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Contact: Margaret Hazen, 907-697-2608
BARTLETT COVE, AK – Glacier Bay National Park and Preserve is announcing additional modifications to operations to support federal, state, and local efforts to slow the spread of the novel coronavirus (COVID-19).
Effective immediately, the campground and warming hut in Bartlett Cove is closed to campers. Park officials are also changing the time frame for reserving advanced-notice boater permits from 60 days to 14 days prior to entry.
The decision to close the campground comes in response to multiple factors including known community spread of COVID-19 in Juneau, the main community through which virtually all air travel visitors transit to access Gustavus, Bartlett Cove and Glacier Bay proper. Per State of Alaska Health Mandate 12 that went into effect in late March, travel is prohibited between communities in Alaska except to support critical infrastructure or critical personal needs. The state and City of Gustavus also call for mandatory self-quarantine by individuals entering the state, as well as the community of Gustavus.
The dry campground has no handwashing facilities and limited staffing does not allow for routine cleaning of facilities multiple times per day. The park has no control over group composition or origin, or group numbers in tents or sites, and therefore cannot enforce social distancing practices recommended by the Centers of Disease Control and Prevention and mandated by the state. If the campground remains open it is an attractive nuisance inviting Alaskans and visitors to travel from their communities to the park and congregate in campgrounds in violation of state mandates. This emergency closer will be in effective for 60 days from April 6, 2020, the date the order was signed per Chapter 36 of the Code of Federal Regulations Part 13.50.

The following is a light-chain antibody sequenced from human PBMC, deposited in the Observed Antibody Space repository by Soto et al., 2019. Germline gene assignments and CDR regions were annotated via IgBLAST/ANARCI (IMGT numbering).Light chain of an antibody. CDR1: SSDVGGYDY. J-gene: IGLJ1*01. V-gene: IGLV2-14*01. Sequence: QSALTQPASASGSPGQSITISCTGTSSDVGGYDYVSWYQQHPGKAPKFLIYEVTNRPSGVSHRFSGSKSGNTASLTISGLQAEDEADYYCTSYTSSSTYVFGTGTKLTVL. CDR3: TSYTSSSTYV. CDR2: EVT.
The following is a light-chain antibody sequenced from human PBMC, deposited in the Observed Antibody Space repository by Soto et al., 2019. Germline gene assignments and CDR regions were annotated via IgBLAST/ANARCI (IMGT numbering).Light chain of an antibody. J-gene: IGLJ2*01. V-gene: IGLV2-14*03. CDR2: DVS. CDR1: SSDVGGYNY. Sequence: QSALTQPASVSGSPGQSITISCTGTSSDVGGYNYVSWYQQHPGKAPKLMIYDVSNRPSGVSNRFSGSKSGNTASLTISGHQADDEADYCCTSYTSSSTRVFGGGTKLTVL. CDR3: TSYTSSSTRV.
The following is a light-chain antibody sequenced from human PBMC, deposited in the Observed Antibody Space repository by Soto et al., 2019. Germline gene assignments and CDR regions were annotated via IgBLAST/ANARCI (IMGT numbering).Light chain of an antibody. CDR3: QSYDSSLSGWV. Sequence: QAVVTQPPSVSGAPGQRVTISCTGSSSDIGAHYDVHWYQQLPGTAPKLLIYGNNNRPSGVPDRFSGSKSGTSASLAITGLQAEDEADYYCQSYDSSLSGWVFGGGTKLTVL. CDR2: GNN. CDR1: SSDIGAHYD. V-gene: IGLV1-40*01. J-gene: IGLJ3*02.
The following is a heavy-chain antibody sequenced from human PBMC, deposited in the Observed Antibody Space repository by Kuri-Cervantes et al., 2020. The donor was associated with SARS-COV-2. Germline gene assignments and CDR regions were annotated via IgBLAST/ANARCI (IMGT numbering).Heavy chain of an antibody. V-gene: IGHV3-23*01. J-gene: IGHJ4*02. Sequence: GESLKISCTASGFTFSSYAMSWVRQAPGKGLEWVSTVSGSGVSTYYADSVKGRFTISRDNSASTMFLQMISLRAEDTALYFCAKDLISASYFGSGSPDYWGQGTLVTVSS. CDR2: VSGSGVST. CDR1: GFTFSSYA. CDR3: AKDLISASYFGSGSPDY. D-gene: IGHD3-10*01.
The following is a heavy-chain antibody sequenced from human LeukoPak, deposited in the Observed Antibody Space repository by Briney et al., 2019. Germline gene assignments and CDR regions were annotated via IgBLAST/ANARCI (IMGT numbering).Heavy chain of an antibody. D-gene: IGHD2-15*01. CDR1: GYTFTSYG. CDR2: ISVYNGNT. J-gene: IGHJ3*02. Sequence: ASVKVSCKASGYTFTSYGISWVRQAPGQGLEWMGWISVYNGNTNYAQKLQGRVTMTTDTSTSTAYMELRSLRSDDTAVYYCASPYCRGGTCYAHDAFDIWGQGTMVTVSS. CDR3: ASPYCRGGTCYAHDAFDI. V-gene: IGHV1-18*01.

Citing state and local travel restrictions, as well as closure of the U.S./Canada border to non-essential travel, which includes recreational travel, park officials are shortening the time frame for reserving advance-notice boater permits from 60 days prior to 14 days. Once reserved, advanced-notice permits must be confirmed within 48 hours of scheduled entry. Permits not confirmed through the park’s Visitor Information Station by 10:00 AM on the scheduled date of entry will be canceled and made available for reissue. The goal of this measure is to shorten the time between when the reservation is made and when it might be used to better reflect existing travel restrictions. Information on how to reserve an advanced-notice permit is available at the park website: www.nps.gov/glba. This provision will remain in effect until further notice.
The health and safety of our visitors, employees, volunteers, and community is our number one priority. The National Park Service (NPS) is working servicewide with federal, state, and local authorities to closely monitor the COVID-19 pandemic. We will notify the public when we resume full operations and provide updates on our website www.nps.gov/glba and social media channels.
If contemplating a visit to a national park during this pandemic, the NPS asks visitors to adhere to guidance from the Centers for Disease Control and Prevention (CDC) and state and local public health authorities to protect visitors and employees. As services are limited, the NPS urges visitors to continue to practice Leave No Trace principles, including pack-in and pack-out, to keep outdoor spaces safer and healthier.
Updates about NPS operations will be posted on www.nps.gov/coronavirus. Please check with individual parks for specific details about park operations.
About the National Park Service. More than 20,000 National Park Service employees care for America's 419 national parks and work with communities across the nation to help preserve local history and create close-to-home recreational opportunities. Learn more at www.nps.gov, and on Facebook, Instagram, Twitter, and YouTube.
Last updated: April 10, 2020